We suggest listing the cost per session, an estimated number of sessions and then calculating what that would be for the defined period (full or partial year).

Q: Is the Good Faith Estimate binding?

A: The information provided in the good faith estimate is only an estimate, and a patient's final bill may differ from what is included in the good faith estimate. There is no penalty if you overestimate the costs. The APA recommends that if in doubt, you should overestimate expected charges. There does not appear to be a penalty for overestimating. 

A new patient-provider dispute resolution process allows uninsured or self-pay patients to challenge a bill from a provider if the billed charges substantially exceed the expected charges in the good faith estimate. Substantially exceeds means an amount that is at least $400 more than the expected charges listed on the good faith estimate for a specific provider. We believe the $400 difference is based on the entire estimate for ongoing services (not on a single date of service/single invoice). 

No Surprises Act Advocacy Continues 

On February 23, 2022, the U.S. District Court in the Eastern District of Texas found in favor of the Texas Medical Association’s lawsuit challenging rule provisions implementing the No Surprises Act. In short summary, the Court concluded that (1) the plaintiffs had standing to challenge the interim final rule, (2) the rule improperly conflicts with the No Surprises Act and must be set aside, and (3) the Departments improperly bypassed notice and comment when implementing the challenged portions of the rule. The full opinion is available hereThe full impact of the Court’s decision is still developing, but this is a positive step toward better alignment of Congress’ intent when passing the No Surprise Act.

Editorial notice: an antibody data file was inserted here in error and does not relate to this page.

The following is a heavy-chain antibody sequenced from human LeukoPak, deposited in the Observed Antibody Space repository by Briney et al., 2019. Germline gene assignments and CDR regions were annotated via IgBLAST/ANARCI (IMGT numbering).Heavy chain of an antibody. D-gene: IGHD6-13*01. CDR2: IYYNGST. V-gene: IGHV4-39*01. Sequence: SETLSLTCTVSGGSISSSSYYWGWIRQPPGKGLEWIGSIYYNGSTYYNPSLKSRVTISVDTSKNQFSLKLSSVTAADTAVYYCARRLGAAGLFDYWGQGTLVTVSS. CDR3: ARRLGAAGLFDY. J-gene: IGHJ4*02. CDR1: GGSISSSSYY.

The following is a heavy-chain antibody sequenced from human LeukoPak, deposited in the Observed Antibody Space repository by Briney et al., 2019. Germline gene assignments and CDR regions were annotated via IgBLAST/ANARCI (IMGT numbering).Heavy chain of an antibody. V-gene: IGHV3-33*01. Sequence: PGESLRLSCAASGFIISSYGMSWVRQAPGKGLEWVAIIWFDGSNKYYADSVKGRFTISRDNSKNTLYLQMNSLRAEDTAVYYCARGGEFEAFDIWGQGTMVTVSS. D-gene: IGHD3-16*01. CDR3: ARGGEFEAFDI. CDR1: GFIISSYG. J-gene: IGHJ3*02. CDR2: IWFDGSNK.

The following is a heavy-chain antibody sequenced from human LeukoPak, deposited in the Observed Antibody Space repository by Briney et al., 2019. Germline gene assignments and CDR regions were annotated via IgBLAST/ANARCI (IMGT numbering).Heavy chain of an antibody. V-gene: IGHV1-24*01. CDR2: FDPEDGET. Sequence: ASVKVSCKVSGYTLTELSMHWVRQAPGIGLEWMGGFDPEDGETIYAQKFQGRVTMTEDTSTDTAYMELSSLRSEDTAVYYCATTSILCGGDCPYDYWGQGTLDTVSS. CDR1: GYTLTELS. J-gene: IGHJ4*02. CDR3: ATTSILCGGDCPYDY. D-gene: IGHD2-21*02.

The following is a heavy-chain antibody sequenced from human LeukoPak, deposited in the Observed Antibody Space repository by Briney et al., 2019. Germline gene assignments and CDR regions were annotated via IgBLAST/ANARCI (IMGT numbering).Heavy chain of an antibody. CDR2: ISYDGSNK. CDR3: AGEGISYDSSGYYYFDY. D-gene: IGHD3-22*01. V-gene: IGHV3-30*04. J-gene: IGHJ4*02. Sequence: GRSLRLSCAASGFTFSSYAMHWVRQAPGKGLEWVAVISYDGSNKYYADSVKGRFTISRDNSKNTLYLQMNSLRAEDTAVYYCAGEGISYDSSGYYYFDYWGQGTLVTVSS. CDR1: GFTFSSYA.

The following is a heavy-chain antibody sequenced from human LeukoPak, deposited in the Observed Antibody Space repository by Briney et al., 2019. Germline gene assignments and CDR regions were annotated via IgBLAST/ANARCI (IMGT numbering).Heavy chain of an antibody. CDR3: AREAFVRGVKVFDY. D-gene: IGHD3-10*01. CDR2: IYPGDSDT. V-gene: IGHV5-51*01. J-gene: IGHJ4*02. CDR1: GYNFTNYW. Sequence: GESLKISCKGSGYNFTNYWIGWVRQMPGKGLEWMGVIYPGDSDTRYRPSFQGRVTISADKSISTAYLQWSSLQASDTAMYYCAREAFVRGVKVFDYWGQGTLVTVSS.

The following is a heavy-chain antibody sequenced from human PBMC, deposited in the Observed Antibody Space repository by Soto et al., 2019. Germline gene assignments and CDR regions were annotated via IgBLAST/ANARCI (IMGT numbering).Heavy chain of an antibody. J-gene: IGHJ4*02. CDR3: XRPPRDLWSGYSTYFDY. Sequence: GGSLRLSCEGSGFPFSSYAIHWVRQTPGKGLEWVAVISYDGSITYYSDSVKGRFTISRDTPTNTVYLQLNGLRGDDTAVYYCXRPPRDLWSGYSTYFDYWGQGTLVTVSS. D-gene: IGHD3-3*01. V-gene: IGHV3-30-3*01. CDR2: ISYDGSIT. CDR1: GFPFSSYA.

In late January 2022, CMS invited APA and the other signatories to a listening session to gain a better understanding of how the GFE requirements impact the delivery of MH/SUD care. CMS anticipates hosting more sessions with the behavioral health community.

This February 3, 2022 article in Kaiser Health News is a good summary of the concerns for psychiatrists. 

The APA signed a January 25 letter to the Department of Health and Human Services, seeking an exemption from the “good faith” estimates for routine mental and behavioral health services. The letter was signed by a coalition of 11 other medical associations, including the American Psychological Association, expressing similar concerns. The coalition points out that psychiatrists/therapists have a longstanding practice of reviewing costs of care with patients upfront, as required by their professional ethics, and are requesting an exemption.

On December 9, 2021, two North Carolina physicians, along with the American Medical Association and the American Hospital Association, filed a complaint and motion to stay against the federal government over the implementation of the federal surprise billing law, the No Surprise Act (NSA). The lawsuit challenges a narrow but impactful provision of a rule issued by the U.S. Department of Health and Human Services (HHS) and other agencies related to the dispute resolution process described in the NSA. You can read more about the lawsuit here

APA wrote to CMS on December 6, 2021, regarding the second set of regulations issued to implement the No Surprises Act and expressed concern that the independent dispute resolution protocol laid out in the regulations does not reflect the statutory language. 

APA submitted comments to CMS on September 2, 2021, regarding the first set of regulations issued to implement the No Surprises Act and expressed concern that the law could have unintended results

If you have any questions or concerns, please contact us at [email protected]